The process is broken down into primary impurity removal (PIR), secondary impurity removal (SIR), solution polishing, and product formation. The PIR process uses lime and/or self-neutralizing properties of the feed to raise the pH and cause iron and aluminum impurities to precipitate. The SIR process raises the pH further to cause calcium, magnesium, and manganese impurities to precipitate. A further ion exchange solution polishing circuit is often employed to remove residual impurities. Final product as lithium carbonate is precipitated using soda ash. A series of solid-liquid separation stages are involved between purification stages along with changing temperatures to facilitate the chemical reactions. The final lithium carbonate product is dried at low temperature for final product delivery, purities typically exceed 99.5%.
Significantly, the PEA notes that membranes could be used to improve the recovery rates of lithium from the acid leach solution. The membranes pump solutions at high pressure and allow the selective passage of elements across the membrane surface. While the technology has not yet been applied to the lithium industry, Cypress has apparently engaged a third party vendor to develop a flowsheet and estimated capex/opex for such a system.
“The costs appear competitive with the base case processing flowsheet, and further consideration is warranted given the flowsheet includes potential recovery of rare earth elements and magnesium,” the PEA states.
Rare earths potential
Did somebody say rare earths? Yes, you read that right.
Mining rare earth elements (REEs) is fairly straightforward but separating and extracting a single REE takes a great deal of time, effort and expertise.
The ore is ground up using crushers and rotating grinding mills, magnetic separation (bastnaesite and monazite – are highly magnetic, they can be separated from non-magnetic impurities in the ore through repeated electromagnetic separation) and flotation gives you the lowest value sellable product in the rare earth supply chain – the concentrated ore. The milling equipment; crushers, grinding mills, flotation devices, and magnetic, gravity, and electrostatic separators all have to be configured in a way that suits the type of ore being mined – no two ores respond the same way.
The major value in REE processing lies in the production of high purity rare earth oxides (REOs) and metals – but it isn’t easy. A REE refinery uses ion exchange and/or multi-stage solvent extraction technology to separate and purify the REEs. Solvent-extraction processes involve re-immersing processed ore into different chemical solutions in order to separate individual elements. The elements are so close to each other in terms of atomic weight that each of these processes involve multiple stages to complete the separation process. In some cases it requires several hundred tanks of different solutions to separate one rare earth element – heavy rare earth elements are the hardest, most time consuming to separate.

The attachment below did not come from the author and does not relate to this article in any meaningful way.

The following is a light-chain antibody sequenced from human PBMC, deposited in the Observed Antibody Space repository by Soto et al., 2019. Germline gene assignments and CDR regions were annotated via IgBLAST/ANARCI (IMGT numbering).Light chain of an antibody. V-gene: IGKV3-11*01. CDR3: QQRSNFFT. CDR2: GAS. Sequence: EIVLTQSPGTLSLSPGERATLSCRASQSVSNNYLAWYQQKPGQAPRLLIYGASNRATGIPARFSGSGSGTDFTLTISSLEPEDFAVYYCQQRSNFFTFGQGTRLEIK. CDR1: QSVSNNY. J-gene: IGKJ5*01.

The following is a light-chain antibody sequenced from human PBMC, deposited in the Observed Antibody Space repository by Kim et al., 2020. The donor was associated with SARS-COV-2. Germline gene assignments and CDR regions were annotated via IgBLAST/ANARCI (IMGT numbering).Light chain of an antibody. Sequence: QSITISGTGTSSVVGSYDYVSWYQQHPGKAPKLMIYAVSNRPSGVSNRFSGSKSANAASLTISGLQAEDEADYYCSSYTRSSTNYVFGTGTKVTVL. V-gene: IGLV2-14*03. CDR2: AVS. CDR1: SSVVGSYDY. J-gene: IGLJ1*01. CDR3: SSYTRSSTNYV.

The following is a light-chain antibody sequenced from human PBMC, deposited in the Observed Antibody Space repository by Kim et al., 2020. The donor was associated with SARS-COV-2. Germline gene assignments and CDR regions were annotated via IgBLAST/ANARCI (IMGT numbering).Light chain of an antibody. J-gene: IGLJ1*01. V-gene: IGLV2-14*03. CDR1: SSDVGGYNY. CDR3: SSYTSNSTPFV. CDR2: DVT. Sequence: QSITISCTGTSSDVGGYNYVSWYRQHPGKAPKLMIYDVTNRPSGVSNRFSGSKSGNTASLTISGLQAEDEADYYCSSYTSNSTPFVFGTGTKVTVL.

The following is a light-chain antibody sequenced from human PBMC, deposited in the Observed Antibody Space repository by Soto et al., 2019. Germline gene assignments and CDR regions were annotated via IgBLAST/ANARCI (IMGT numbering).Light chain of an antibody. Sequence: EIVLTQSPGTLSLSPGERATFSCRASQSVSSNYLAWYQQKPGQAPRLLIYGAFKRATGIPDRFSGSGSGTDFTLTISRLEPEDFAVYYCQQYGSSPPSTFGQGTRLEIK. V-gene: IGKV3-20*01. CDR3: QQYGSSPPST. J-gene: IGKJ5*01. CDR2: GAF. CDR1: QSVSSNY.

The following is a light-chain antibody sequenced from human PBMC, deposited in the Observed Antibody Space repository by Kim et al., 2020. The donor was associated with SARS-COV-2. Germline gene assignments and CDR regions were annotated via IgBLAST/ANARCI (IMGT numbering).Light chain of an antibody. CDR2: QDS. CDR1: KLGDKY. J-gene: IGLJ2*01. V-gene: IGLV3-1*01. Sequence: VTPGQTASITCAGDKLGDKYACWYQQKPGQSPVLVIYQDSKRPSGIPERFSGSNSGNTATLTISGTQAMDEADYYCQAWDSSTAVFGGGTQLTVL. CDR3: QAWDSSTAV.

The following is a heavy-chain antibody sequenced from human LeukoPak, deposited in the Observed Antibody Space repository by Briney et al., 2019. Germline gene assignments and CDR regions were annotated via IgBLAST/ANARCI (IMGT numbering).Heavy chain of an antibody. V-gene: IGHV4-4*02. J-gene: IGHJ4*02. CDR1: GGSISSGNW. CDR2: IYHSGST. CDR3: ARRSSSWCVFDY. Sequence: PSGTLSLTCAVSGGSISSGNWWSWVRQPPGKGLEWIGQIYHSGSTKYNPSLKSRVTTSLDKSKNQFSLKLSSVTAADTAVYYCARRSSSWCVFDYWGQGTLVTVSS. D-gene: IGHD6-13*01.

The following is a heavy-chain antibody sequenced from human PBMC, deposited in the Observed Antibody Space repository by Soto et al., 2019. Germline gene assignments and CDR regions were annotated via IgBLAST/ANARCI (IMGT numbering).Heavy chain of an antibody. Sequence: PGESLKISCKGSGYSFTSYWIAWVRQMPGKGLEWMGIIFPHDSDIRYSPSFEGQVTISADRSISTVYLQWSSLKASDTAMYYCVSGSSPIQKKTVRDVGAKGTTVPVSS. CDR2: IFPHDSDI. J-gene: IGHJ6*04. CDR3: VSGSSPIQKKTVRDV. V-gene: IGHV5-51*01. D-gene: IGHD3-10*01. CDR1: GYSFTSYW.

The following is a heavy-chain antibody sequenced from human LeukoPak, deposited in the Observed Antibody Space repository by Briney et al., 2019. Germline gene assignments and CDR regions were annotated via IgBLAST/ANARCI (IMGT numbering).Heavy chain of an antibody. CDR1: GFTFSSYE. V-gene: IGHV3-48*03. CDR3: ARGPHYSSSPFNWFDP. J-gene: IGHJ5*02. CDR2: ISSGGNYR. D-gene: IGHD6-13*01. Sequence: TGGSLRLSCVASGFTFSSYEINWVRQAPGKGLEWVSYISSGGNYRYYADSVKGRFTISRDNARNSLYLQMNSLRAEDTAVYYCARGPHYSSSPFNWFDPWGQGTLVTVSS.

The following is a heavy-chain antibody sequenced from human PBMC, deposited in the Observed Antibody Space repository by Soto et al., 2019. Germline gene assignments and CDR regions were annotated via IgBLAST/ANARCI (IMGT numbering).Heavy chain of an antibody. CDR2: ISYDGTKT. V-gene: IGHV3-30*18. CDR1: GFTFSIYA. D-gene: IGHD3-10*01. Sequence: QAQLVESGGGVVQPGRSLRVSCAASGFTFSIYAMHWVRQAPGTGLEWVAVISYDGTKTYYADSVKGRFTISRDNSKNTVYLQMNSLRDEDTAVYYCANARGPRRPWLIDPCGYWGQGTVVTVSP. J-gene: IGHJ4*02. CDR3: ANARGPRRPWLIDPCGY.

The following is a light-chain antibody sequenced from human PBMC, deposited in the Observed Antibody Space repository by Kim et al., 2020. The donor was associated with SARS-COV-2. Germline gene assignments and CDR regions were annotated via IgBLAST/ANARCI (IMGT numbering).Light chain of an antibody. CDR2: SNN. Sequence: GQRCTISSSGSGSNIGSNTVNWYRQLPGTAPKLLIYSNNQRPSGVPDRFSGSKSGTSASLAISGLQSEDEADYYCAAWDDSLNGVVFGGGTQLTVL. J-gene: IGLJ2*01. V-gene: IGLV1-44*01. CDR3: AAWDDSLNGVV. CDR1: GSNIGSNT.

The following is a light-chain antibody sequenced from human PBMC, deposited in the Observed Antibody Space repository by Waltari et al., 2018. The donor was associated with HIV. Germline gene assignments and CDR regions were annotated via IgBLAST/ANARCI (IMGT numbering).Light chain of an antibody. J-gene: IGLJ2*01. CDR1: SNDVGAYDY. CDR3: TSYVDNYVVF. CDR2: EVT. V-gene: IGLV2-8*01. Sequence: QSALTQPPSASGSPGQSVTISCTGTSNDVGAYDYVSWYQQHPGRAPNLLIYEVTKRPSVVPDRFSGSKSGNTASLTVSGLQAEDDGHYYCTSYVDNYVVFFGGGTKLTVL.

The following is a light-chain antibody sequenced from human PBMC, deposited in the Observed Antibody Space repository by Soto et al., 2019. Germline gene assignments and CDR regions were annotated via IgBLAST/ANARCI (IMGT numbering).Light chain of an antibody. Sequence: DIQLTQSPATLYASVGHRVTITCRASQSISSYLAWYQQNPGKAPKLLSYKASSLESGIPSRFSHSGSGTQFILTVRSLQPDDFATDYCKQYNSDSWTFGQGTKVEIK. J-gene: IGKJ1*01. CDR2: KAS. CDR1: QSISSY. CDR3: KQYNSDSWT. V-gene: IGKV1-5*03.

The composition of REOs can also vary greatly; they can and often are designed to meet the specifications laid out by the end product users. An REO that suits one manufacturer’s needs may not suit another’s.
For more on REEs, read our Mine to Magnet.
According to the PEA Cypress has a unique and potentially extremely lucrative opportunity to mine rare earths at its Clayton Valley Lithium Project. REEs were detected in leach solutions from hole DCH-2 in all samples, ranging from 100 to 200 ppm. The rare earths include scandium, dysprosium and neodymium, in order of economic value (ie highest to lowest price).
Cypress ran diagnostic leach tests and determined there is the potential to recover these elements, along with potassium, magnesium and other salts. From the PEA:
Using just the 1-hour leach test extractions and an annual feed rate of 5.475 million tonnes, the project, for example, could generate 10 to 15 tonnes of scandium, 25 to 40 tonnes of neodymium, and 5 to 10 tonnes of dysprosium in solution as potentially recoverable oxides. Additional test work is warranted.
Let’s pause for a moment and examine those numbers. Even though dysprosium oxide sells for US$230.20kg and neodymium oxide sells for US$59kg, and after a lot more refining their metals much higher, we want to focus on scandium, an extremely valuable rare earth element that is alloyed with aluminum to make lighter yet stronger airplanes for example. Russia was the first to recognize scandium as a useful metal in the 1950s, and found applications for it in Soviet aircraft and weaponry. Since then, Russia, Ukraine, Kazakhstan and Uzbekistan produced the vast majority of the world’s scandium concentrates and other scandium compounds. Over this period the US and Australia produced small amounts of scandium as a byproduct of fluorite, uranium and tungsten ore processing, according to an interview in Streetwise Reports.